Growth in the use of shared accommodation is outpacing its traditional rivals, despite new hotel developments adding thousands of new rooms to the Australian market in 2017, a new report shows.
In Australia in 2017 the number of nights in which guests used shared accommodation, such as Airbnb and Stayz, surged by 9.6 per cent, while nights at conventional hotels grew by 5.6 per cent, Deloitte Access Economics’ Tourism and Market Outlook found.
Yet guests were spoiled for choice with 5500 new hotel rooms and serviced apartments delivered in the same period – an uplift of 2.3 per cent to total stock.
Adele Labine-Romain, Deloitte’s national tourism, hospitality and leisure leader, said shared accommodation had been growing faster than traditional hotels in the past few years, and different factors were at play behind this.
“Certainly, the sharing economy growth is higher than the traditional economy,” she said.
“In parts of the market, the shared economy has actually facilitated a visitor economy where there wasn’t sufficient traditional supply. In other cases, we’ve had anecdotal feedback that having the sharing economy options has tempered the really high spike in terms of room rates that the hotels were able to command in the past.”
Ms Labine-Romain said business travellers were driving the growth of hotel stays in the domestic market, while the surge in shared accommodation rentals was coming from those visiting friends and family on holiday. This was similar for international travellers who were opting for sharing platforms over stays with friends and family.
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The upcoming pipeline of new hotel developments would have an inevitable impact on both accommodation markets, she said.
“The pipeline is really strong and that will have an overall dampening effect on all of the market whether that’s the hotel market or Airbnb more generally, (which happens) as soon as you put more options into the marketplace,” she said.
“Hopefully the pie will grow as fast as the pipeline but the pipeline is pretty impressive, so we’re anticipating an overall dampening effect across all of commercial accommodation now.”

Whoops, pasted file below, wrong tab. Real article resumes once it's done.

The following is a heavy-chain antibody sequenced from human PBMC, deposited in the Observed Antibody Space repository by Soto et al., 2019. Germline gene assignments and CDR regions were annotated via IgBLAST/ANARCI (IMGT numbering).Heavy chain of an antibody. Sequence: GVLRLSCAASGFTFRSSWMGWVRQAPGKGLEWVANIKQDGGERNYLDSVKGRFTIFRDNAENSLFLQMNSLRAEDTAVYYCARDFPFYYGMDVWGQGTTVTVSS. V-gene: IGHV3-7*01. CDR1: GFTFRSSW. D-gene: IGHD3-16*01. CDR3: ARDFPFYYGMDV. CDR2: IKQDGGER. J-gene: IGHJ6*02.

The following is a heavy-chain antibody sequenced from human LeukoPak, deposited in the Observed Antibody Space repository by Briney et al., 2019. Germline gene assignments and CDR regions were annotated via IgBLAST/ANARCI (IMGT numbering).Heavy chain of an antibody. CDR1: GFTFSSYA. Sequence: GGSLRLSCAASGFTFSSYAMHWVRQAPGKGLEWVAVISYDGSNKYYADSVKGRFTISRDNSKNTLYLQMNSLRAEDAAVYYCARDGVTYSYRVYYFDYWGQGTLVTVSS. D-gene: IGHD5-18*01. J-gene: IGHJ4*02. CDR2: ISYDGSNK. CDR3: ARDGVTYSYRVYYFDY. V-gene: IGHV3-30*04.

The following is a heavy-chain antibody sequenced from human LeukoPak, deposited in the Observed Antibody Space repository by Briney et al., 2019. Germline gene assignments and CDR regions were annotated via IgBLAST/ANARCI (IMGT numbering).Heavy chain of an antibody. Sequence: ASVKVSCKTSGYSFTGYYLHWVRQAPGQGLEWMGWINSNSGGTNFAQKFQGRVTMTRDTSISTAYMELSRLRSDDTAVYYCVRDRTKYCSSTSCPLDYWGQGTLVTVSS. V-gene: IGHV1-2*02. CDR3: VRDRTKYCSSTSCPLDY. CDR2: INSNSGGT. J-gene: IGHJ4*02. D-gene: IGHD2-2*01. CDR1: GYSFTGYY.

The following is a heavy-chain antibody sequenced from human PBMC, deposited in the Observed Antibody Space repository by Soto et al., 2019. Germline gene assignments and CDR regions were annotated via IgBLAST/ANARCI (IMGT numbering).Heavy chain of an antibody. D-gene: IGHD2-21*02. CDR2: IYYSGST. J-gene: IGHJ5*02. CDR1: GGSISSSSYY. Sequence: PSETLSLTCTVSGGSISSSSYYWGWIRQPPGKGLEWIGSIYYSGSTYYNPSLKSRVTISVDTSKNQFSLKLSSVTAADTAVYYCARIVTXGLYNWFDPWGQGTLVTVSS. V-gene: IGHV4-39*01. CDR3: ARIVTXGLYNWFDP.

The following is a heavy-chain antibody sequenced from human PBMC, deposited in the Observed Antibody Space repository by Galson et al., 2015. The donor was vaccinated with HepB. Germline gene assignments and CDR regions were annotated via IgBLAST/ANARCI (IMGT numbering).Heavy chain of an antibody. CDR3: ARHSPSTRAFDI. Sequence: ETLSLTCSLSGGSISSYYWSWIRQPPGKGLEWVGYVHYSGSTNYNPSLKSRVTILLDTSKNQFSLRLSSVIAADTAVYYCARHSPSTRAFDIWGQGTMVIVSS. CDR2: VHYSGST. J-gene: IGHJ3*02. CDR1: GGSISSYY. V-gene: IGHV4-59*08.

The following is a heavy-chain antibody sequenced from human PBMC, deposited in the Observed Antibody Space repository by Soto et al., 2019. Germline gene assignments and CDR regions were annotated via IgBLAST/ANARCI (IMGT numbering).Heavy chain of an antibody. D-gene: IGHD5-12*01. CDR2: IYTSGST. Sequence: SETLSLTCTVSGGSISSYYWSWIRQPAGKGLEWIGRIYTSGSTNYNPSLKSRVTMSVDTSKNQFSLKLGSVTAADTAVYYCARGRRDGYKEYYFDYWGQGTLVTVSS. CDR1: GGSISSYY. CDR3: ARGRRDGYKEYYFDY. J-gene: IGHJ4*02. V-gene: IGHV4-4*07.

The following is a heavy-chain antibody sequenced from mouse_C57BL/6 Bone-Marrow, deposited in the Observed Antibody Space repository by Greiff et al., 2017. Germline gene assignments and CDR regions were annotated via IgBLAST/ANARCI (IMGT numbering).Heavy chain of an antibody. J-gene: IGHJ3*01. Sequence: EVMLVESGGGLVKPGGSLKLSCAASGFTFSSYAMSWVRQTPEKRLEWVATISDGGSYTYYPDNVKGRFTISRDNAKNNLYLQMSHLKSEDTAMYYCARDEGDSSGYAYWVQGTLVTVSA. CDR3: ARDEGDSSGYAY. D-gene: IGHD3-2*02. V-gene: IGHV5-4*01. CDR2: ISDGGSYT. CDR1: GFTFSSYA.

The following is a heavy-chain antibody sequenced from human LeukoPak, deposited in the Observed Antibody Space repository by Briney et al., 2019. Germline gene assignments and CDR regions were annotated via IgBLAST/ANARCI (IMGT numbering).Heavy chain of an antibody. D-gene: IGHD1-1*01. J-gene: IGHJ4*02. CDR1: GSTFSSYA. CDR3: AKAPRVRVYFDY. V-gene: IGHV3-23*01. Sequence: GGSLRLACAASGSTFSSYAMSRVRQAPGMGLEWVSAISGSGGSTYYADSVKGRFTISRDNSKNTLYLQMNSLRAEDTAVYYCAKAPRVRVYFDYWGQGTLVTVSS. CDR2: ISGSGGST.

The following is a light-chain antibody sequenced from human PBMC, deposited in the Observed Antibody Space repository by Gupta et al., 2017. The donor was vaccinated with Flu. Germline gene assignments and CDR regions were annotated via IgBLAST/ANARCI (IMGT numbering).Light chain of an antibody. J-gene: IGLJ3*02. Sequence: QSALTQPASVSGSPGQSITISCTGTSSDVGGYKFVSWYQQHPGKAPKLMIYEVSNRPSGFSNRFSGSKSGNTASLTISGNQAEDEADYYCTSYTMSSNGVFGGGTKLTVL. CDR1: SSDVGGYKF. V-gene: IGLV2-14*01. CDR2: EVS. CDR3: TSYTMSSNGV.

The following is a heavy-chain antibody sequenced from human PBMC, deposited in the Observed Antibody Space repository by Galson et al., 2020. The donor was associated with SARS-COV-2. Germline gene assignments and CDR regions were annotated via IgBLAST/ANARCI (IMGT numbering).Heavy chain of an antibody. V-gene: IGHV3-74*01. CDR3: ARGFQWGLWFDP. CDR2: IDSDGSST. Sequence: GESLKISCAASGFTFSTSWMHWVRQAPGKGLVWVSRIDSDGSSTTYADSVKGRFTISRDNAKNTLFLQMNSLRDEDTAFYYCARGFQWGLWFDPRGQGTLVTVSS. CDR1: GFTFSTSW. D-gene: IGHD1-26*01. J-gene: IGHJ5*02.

The years 2019 and 2020 are tipped to be the biggest for the hotel industry, with a boost of 3.4 per cent to total supply each year. Some of these new entries include luxury brands Ritz Carlton, W Hotels and Mandarin Oriental, which will be opening hotels in Sydney, Melbourne, Brisbane and Perth.
While this increase in the number of luxury hotels would constrain the growth in occupancy, room rates are still expected to climb, the report found.
“Despite expectations of limited growth in occupancy rates, these and other luxury properties will help push the average daily rate upward over the three-year forecast period, growing at 2.8 per cent per annum,” Ms Labine-Romain said.
The strong growth in the tourism and accommodation market has created new opportunities for disruption, which has also fuelled objection from traditional hotel owners and operators.
In Sydney, residential property listings on Airbnb classified as commercial operations increased by 42 per cent in a year, Tourism Accommodation Australia figures show. TAA, which represents the interests of accommodation and hospitality businesses, considers a residential property as a commercial listing, as opposed to a shared home, if it is available for more than 90 days a year or when the host lists a portfolio of properties that are not their own home.
TAA chief executive officer Carol Giuseppi called for a crackdown on “quasi-hotels” which lacked transparency and regulation.
“Far from being just a place where ‘mum and dad’ operators can rent out a room or their house for a few days, this part of the economy is morphing into actual commercial operations which compete directly with existing hotels, costing jobs and affecting investment in one of the most vital sectors in NSW,” she said.
However, Airbnb’s Australian head of public policy Brent Thomas said this was “yet another example of a powerful vested interest trying to protect the bottom line of their members”.
“Their excessive policies would only serve to hurt the people, small businesses and communities that rely on home sharing and the benefits it brings,” he said.
“It is also the latest example of Tourism Accommodation Australia’s Dr Jekyll and Mr Hyde routine – one minute they are talking up the health of hotels and the building boom, the next minute they are talking hotels down and calling for protectionist red tape.”
Tourism Research Australia’s latest International Visitor Survey figures released this week show a record international tourism spending of $41.3 billion – up 6 per cent. But nights spent in hotels, resorts and serviced apartments only increased by 1 per cent to 29.2 million nights.
“Unregulated accommodation accounts for four times the number of international visitor nights as regulated hotel, resort, motel and serviced apartment accommodation,” Ms Giuseppi said.
Mr Thomas said a form of regulation was needed for shared accommodation.
“We will continue to urge governments to introduce fair, innovative rules for home sharing that reflect how people travel and use their homes today, just as there are in South Australia and Tasmania.”
Nationwide, TAA data shows 40,204 rooms across 200 hotel projects are in the pipeline until 2025 – making it “the most extensive and comprehensive hotel rejuvenation phase in Australia’s tourism history”, Ms Giuseppi said.